But Bartimaeus sheds his cloak.
It is in this act that Bartimaeus demonstrates his total commitment to faith. He has not asked for anything; there have been no bargains or agreed-upon outcomes. He has not traded his cloak for something better.
We have to shed our own metaphorical cloaks—those things we hold on to too tightly because to give them up is to concede something that we’ve fought hard to own. The question to you is this: What do you wrap yourself in that prevents you from total commitment to faith?
It is curious that we use the phrase “blind faith” to describe total commitment to faith, but what Bartimaeus teaches us is absolutely the opposite. Through his commitment to faith, the once-blind Bartimaeus can now see. The message is unambiguous: Faith will open your eyes.
Open your eyes to what? If we fall into the trap that this is somehow a deal, then we will also believe that there must be a fair set of rules that govern our relationship with God. If we pray the right way, if we go to church often enough, if we bow in front of the altar, if we cross ourselves at the right time, if we obey the rules, then God will grant our petitions, will restore us to health, will keep our kids away from danger, will treat us fairly.
Is this really what is happening with Bartimaeus? Bartimaeus’ strong faith has restored his eyesight. But just as shedding the cloak is a metaphor for what holds us back, the restoration of his eyesight is a metaphor for understanding what his faith really means. Because of your faith, Bartimaeus, your eyes are open. Not: If you have faith, then you get your eyesight back.
Do you hear the difference? It’s subtle, but absolutely essential. Faith opens our eyes not to how God works, but rather to understand that we simply cannot fully understand how God works. And this means we have to come to grips with the fact that there will never be fairness as we humans define it. There can be no bargaining with God. Jesus, the Son of God, came to earth to open our eyes to the wonder of God, not to explain God. No matter how much we try, we can never fully and completely understand God, not while we are incumbered by our humanness.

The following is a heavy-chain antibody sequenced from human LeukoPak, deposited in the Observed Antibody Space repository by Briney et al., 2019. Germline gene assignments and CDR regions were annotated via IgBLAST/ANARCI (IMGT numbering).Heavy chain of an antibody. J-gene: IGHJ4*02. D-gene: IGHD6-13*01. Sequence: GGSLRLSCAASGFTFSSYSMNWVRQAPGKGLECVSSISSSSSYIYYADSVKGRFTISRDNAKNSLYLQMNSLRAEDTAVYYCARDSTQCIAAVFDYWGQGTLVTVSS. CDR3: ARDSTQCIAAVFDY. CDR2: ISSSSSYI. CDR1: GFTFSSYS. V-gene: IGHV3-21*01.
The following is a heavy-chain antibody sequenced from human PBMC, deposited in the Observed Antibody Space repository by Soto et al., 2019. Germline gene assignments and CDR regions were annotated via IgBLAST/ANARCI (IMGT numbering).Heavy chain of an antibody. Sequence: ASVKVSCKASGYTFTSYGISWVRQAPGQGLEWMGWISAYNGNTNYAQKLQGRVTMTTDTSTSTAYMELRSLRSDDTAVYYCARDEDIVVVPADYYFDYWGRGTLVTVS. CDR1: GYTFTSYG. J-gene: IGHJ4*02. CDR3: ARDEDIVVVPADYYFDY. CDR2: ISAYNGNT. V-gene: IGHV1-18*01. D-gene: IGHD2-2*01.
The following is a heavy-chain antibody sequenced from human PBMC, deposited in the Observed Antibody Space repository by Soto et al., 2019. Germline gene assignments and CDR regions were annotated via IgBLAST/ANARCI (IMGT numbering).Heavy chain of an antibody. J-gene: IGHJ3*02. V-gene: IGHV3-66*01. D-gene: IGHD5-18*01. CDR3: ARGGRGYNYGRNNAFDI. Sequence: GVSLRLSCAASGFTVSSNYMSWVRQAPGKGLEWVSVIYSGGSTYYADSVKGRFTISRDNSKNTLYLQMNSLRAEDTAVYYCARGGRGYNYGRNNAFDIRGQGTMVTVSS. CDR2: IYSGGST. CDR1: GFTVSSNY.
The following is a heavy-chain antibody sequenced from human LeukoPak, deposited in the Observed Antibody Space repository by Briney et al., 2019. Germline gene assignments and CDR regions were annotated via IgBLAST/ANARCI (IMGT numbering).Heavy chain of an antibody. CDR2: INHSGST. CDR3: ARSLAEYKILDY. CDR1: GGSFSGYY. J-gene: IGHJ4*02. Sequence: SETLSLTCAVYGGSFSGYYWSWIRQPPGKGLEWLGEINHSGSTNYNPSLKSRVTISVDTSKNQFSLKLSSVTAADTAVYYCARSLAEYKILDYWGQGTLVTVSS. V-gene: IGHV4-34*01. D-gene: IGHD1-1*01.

And yet we absolutely have to try.
We have to work every day to identify those things that hold us back from our faith and shed them like a cloak.
That work starts here, and it starts with a single word: commitment.
The seed of commitment begins inside you as you open yourself to faith in a God you cannot understand but desperately want to. You must nurture that faith with your own private disciplines of prayer and devotion and curiosity.
But that is not enough. Faith requires a community for reinforcement and expansion. You know that. That’s why you’re all here. But you can’t just be here. You have to deepen your commitment to this community. It’s more than just showing up, but showing up is a good start. It takes participation and engagement. It takes being open and active to finding the places where you, exactly you, can make a difference. It takes making this community a central part of your lives, not just an adjunct association only when it is convenient.
Bartimaeus did not sit waiting for Jesus to come to him. You have to cry out, get up, and act.
The Bartimaeus miracle plays out in the span of seven verses in Mark. The miracle of our own faith journey plays out over a lifetime of being in community with each other, working with each other, loving and supporting each other. We strengthen our faith by strengthening the community, which of course strengthens our faith, and it is this faith that brings us closer to understanding God.
Like Bartimaeus, you were asked, “What do you want me to do for you?”
Like Bartimaeus, you answered, “Let me see again.”
You asked. Jesus answered. Now you have to make the commitment. Go; Faith has made you well.